If you’re 65 today, you have a one in four chance of living past age 90, according to the Social Security Administration. But what if you lived even longer? Biomedical gerontologist Aubrey de Grey has said that the first person to live to 150 is probably alive today. And Stanford professor emeritus of developmental biology Stuart Kim has been quoted as saying that there are those alive today who will live to be 200.
Living that long could make saving for retirement a real challenge. Already, it’s harder to save for retirement today than 50 years ago. If lifespans were to double, people will have to reconsider the way they go about retirement planning.
Click through to see how to survive retirement if you live longer than expected.
Start Saving Early
Retirement might seem like a lifetime away for people who will live well past 100 years old. But that doesn’t mean they have plenty of time to start planning for retirement. In fact, the opposite is true. “No matter what strategy you pick, make sure you start as early as possible,” said Brandon Hayes, a certified financial planner with oXYGen Financial.
The sooner you start saving and investing for retirement, the more time you’ll give your money to grow and become a large enough nest egg to support you for decades. In fact, teens could start saving for retirement in a Roth IRA if they have earned income, Hayes said. The longer you put off saving, the more you’ll have to set aside each month to have enough for a retirement that could last several decades.
Compound interest can help your money grow when you’re saving for retirement. But there’s a flip side. “You don’t want compound interest working against you,” said Marguerita Cheng, CEO of Blue Ocean Global Wealth. It will if you’re saddled with debt. The more you owe, the higher your monthly debt payments will be and the less money you’ll have to stash in savings or to cover expenses in retirement.
That’s why Cheng says you need to minimize the use of debt to be prepared for a lengthy retirement. Find out which debts you need to tackle before retirement.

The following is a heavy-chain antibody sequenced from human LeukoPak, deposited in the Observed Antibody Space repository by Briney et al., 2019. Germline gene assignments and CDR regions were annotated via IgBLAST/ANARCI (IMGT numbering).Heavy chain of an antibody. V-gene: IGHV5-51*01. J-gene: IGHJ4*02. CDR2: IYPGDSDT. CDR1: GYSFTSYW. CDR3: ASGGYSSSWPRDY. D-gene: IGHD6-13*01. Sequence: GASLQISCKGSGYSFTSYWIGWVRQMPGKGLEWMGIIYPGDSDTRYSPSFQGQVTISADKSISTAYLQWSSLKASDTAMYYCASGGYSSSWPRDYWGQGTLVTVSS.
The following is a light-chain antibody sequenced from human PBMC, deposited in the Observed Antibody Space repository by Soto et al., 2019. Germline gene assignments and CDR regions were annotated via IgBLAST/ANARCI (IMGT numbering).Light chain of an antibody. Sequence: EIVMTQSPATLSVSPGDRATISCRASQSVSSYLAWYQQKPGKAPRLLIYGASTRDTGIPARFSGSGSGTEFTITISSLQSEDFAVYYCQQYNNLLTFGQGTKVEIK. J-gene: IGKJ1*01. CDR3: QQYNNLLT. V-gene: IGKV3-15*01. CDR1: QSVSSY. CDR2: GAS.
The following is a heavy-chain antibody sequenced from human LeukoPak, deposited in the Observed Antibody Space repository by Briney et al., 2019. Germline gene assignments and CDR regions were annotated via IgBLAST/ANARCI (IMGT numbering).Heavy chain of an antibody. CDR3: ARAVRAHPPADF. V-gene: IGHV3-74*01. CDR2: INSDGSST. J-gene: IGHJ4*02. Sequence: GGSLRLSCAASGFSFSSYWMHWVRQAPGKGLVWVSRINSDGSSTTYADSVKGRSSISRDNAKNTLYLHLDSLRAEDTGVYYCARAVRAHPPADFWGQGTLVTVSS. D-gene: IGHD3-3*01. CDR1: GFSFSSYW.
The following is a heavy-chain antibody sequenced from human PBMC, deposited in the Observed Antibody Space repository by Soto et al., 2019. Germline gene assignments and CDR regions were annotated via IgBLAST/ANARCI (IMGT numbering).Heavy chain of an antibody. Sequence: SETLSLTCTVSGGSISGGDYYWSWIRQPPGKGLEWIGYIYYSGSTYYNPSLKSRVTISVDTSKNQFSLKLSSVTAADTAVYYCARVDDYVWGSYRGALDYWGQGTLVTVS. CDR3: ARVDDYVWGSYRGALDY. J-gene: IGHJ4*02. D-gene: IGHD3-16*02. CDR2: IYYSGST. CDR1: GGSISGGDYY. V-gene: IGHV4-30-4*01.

Take Advantage of Free Money for Retirement
No, there aren’t scholarships for retirement — at least not yet. But plenty of employers match employee contributions to workplace retirement accounts, such as 401k plans. The most common match from employers is 50 percent for contributions of up to 6 percent of an employee’s salary.
You should never give up this free money if you want to make sure you have enough for a decades-long retirement, Hayes said. That means contributing enough to your 401k to get the full employer match.
Keep Reading: How to Maximize 401k Contributions: 9 Smart Strategies
Invest to Outpace Inflation
One of the first things Michael Hardy does as a financial planner is remind his clients that the cost of goods and services is rising 3 percent a year, on average, thanks to inflation. “That means that your money today will be worth about half as much in 15 years,” said Hardy, who is a partner at financial planning firm Mollot and Hardy. You have to keep this in mind when planning for a potentially long retirement.
To outpace inflation and allow your retirement assets to grow, Hardy recommends investing in the stock market because the returns are historically higher than the rate of inflation. “Find yourself, with the help of the right professional, a low-cost market index fund to invest in over a long period of time and stay diversified among other asset classes to reduce your overall risk,” he said. “You can invest this way not only throughout your working years but also into your retirement years. This is one way to ensure your assets are growing significantly so that you don’t outlive your money.”
Invest in Real Estate
Another investment to consider if you’re planning for a long retirement is real estate. Rental property can create a stream of passive income that can help support you when you’re no longer working.
Hayes recommends buying your first home as early as you can, then saving for a down payment on another home. Every time you move, convert the previous home into a rental property. Then invest in more rental properties whenever you’re able. As your money grows, you can use the income it generates to pay down your mortgages faster — and even leverage that equity for other property purchases.
Get Side Hustles When You’re Young
If you don’t want to spend a century working, you’ll need to hustle while you’re young to make as much money as possible to stash in savings. While working full-time, millennial Grant Sabatier saved $1 million in five years by making extra money with a side gig and putting all of it in a retirement account.
You’re more likely to have time and energy for a side hustle that will make your salary soar when you’re young before starting a family. If you invest all of the extra money you make as Sabatier did, it will have plenty of time to compound and grow to a large nest egg for your retirement.
Plan to Work Longer